Last Wednesday, May 9th, I had the pleasure of attending the customer appreciation luncheon hosted by the Moore family celebrating fifty years of business of Mohawk Auto Parts in Muleshoe. The event drew quite a crowd to the Bailey County Civic Center meeting room,  the overflow of friends and customers causing extra seating to be set up in the coliseum itself. Craig Black and crew from Grandaddy’s fed a full barbecue meal to a steady stream of people coming to congratulate Dewey and Judy Moore, Lynn and Jimmie Kay Moore, Robin Moore Green, and Leticia Mendoza for fifty years of service and friendship in Muleshoe.


I went early to learn the history behind a store that had survived fifty years of ups and downs in the economy while building a solid customer base built on more than just selling auto parts. The first person in the door before the crowd gathered was Richard Hawkins, which was appropriate since he and Dewey were partners in the beginning and have remained friends over the years.


In 1968 Dewey Moore was working at the Poyner-White Auto store and Richard was working at Bovell Motor Supply. Mr. Bovell died during that time, and Richard offered to buy the business. That didn’t happen, but it gave Richard the desire to go into business himself and he presented the idea to Dewey that they be partners in an auto parts store. Dewey was happy at Poyner’s, and they were happy with him and begged him to stay. After about three days of Richard’s cajoling, the idea sunk in and a deal was struck. Then they had to come up with a name for their store, and Richard said why not combine their names and suggested Mo for Moore and Hawk from Richard and Mohawk Auto Parts was born. They rented a building owned by Ernest Kerr on Main Street, later bought it, and started building the  business in that location.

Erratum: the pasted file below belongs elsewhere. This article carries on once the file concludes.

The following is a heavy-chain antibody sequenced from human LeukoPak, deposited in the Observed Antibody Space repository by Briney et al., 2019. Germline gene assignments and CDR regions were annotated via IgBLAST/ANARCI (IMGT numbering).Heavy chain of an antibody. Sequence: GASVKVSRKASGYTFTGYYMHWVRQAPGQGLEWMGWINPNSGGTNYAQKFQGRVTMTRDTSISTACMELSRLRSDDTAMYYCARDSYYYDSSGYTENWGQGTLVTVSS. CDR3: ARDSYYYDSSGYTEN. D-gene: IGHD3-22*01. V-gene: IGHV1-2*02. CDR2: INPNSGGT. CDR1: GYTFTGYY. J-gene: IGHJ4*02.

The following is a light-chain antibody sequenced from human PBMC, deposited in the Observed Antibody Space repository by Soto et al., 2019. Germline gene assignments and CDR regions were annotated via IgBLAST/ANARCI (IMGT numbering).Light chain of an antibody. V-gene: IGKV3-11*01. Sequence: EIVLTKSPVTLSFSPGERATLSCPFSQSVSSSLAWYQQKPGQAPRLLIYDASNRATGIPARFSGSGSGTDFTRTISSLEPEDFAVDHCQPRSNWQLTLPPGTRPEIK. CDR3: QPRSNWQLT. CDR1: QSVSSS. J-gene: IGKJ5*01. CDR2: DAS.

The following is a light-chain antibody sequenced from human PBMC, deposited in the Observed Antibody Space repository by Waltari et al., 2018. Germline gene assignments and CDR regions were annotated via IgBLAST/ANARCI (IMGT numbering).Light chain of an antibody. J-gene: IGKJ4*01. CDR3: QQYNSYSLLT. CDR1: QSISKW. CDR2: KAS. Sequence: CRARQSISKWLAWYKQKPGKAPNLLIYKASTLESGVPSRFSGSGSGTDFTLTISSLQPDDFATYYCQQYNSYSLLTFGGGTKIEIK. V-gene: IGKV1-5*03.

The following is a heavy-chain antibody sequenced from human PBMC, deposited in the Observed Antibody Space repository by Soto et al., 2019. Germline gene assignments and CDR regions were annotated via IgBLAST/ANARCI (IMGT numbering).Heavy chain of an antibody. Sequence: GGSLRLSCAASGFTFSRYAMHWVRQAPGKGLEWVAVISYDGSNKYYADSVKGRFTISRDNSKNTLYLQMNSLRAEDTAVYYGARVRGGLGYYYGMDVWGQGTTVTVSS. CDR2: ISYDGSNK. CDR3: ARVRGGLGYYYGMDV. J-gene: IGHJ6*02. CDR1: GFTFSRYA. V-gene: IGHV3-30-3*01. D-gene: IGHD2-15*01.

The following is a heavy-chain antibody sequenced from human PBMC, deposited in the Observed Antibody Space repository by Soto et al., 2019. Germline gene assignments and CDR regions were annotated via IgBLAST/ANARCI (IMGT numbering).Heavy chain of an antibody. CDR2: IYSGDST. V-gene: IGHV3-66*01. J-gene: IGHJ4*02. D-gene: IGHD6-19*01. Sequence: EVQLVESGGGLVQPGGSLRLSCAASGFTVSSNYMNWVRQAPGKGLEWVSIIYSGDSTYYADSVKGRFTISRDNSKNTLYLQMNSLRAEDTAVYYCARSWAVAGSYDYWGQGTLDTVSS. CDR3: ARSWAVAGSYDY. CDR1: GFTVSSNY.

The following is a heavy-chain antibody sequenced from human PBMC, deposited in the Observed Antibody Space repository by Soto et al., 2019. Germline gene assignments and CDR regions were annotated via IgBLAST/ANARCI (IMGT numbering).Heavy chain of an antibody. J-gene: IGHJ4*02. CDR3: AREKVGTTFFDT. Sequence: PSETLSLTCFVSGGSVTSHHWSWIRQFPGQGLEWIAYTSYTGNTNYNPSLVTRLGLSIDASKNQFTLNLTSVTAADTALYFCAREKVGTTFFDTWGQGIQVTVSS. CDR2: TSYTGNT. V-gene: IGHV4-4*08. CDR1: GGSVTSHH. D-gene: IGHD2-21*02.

A year later they moved to their current location on Highway 84. Things went well, but in 1972 Richard had the urge to try something else, sold his part of the business to Dewey, and moved to Florida. He eventually made his way back to Muleshoe and the friendship continued, but Mohawk Auto Parts was a Moore family business by then.


More than once, Dewey and Judy expressed their appreciation for the continued support of the customers who have shopped with them and become friends over the years. Judy made the comment that they had raised lots of kids at that store. I wasn’t sure what she meant until she went on to say they had watched three generations of families come through their door and then told about early employees and the fun they had along with the work. Gary Glover was their first employee after the store was in their name. Derrel Embry worked part-time after school and went with them on impromptu trips to Bull Lake. Judy would make sandwiches, hook up  the boat and pick up Dewey and Derrel at the store, drive to the lake, ski and swim till dark and then drive back for work the next day. She laughed about the time they hoisted John Saylor up by his belt loops on the chain hoist because he wouldn’t tell them who he had a date with that night, but had to let him down without solving the mystery.


When Lynn was in high school, he would work at the store after school, watching the kids drive around at the Sonic next door, wanting, of course, to be over there instead of at the store. At the time he said he thought he was just being instilled with a work ethic, but realized later they needed him there. They needed him again much later when health issues cropped up and it was time for Mom and Dad to turn the business over to Lynn and his wife Jimmie Kay. Dewey said with the much appreciated help of Bob Finney and Pat Angeley in navigating the paperwork, the ownership changed hands in March 2010, and Lynn and Jimmie Kay have worked to make  the business continue and prosper.


Judy said, very seriously, that at first it broke her heart that Lynn and Jimmie Kay could run the business without her. Every piece of paper used to go through her hands; how could things run smoothly without her there to keep things in order? She then laughed and said later her reaction was Halleluiah! They can do it without me!